Paulo Sylvia (a girl's name?) and his best pal form a gang in Brazil in the near future to compete with other gangs, dealing with the drug market. They are part of the outcasts of society. Meanwhile, the wealthy elite have it sweet and a young lady named Zaide is a member of such a family. Zaide dreams of escaping her family's estate to go to the city to experience life in a different way. Sylvia wants cash and revenge for a broken family. They meet at a Carnival-like festival, where they dance and exchange sweet nothings. Yep.

Where's the sci fi, you ask? I asked that too. Well, there's a robot that's a death machine. And. And. And that's about it. Sylvia has a teflon knife and a crossbow pistol. You can't even tell if this book is taking place in the future. Sure, there are helicopters, but we have those now. They have the World Cup. BFD. Yawn. A lot of attention is paid to Zaide's long, beautiful, lustrous near-black hair, as well as to her attire. If I didn't know better, I'd say this is actually a romance written under the guise of a sci fi novel. But surely the author, one "S.N. Lewitt," wouldn't have done that, right? Well, I checked the copyright page, and the copyright is made out to "Shariann Lewitt." Yep, a woman sci fi writer. Who has written a romance disguised as a sci fi novel to make some cash. I'm disgusted. I hate to sound like a total sexist pig here, but why do so many female sci fi novelists have to write romances? In fairness to them, why do so many male sci fi authors have to write sexually perverted scenes in their books, like Heinlein did? Totally unnecessary. I want hard sci fi. I want military sci fi. I want true cyberpunk. I want Philip K. Dick. I don't want this trash.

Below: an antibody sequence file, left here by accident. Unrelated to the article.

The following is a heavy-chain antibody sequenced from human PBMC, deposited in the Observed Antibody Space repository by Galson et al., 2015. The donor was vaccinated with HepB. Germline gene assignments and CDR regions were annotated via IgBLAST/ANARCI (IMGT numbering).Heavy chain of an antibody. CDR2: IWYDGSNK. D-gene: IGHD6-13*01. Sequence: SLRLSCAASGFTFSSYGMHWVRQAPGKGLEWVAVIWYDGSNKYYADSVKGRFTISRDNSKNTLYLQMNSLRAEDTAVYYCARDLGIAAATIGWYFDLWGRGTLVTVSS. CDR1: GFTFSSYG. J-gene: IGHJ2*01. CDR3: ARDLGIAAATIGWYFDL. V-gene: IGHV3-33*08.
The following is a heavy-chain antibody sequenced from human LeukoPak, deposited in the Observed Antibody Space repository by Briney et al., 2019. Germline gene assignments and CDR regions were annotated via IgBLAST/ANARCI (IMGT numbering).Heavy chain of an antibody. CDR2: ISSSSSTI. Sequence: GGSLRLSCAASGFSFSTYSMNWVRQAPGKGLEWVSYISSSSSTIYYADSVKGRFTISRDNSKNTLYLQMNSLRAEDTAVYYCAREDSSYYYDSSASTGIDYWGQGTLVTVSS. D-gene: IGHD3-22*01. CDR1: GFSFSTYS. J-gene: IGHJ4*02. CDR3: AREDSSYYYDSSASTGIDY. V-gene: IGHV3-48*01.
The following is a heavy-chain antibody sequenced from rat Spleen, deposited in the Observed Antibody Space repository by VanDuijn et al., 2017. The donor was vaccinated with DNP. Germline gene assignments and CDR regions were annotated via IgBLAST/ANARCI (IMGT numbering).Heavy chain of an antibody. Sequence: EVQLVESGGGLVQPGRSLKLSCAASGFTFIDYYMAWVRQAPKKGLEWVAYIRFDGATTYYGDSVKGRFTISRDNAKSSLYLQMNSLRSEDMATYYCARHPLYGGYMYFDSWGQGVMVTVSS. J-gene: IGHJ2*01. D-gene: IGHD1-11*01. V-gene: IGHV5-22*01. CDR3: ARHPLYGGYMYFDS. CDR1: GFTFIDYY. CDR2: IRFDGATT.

If I had continued on, maybe I would have ended up liking the novel, but I doubt it. I gave it 70 pages. That's more than enough. It didn't even deserve that much. Definitely not recommended.

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Friday, June 5, 2015

The Transvection Machine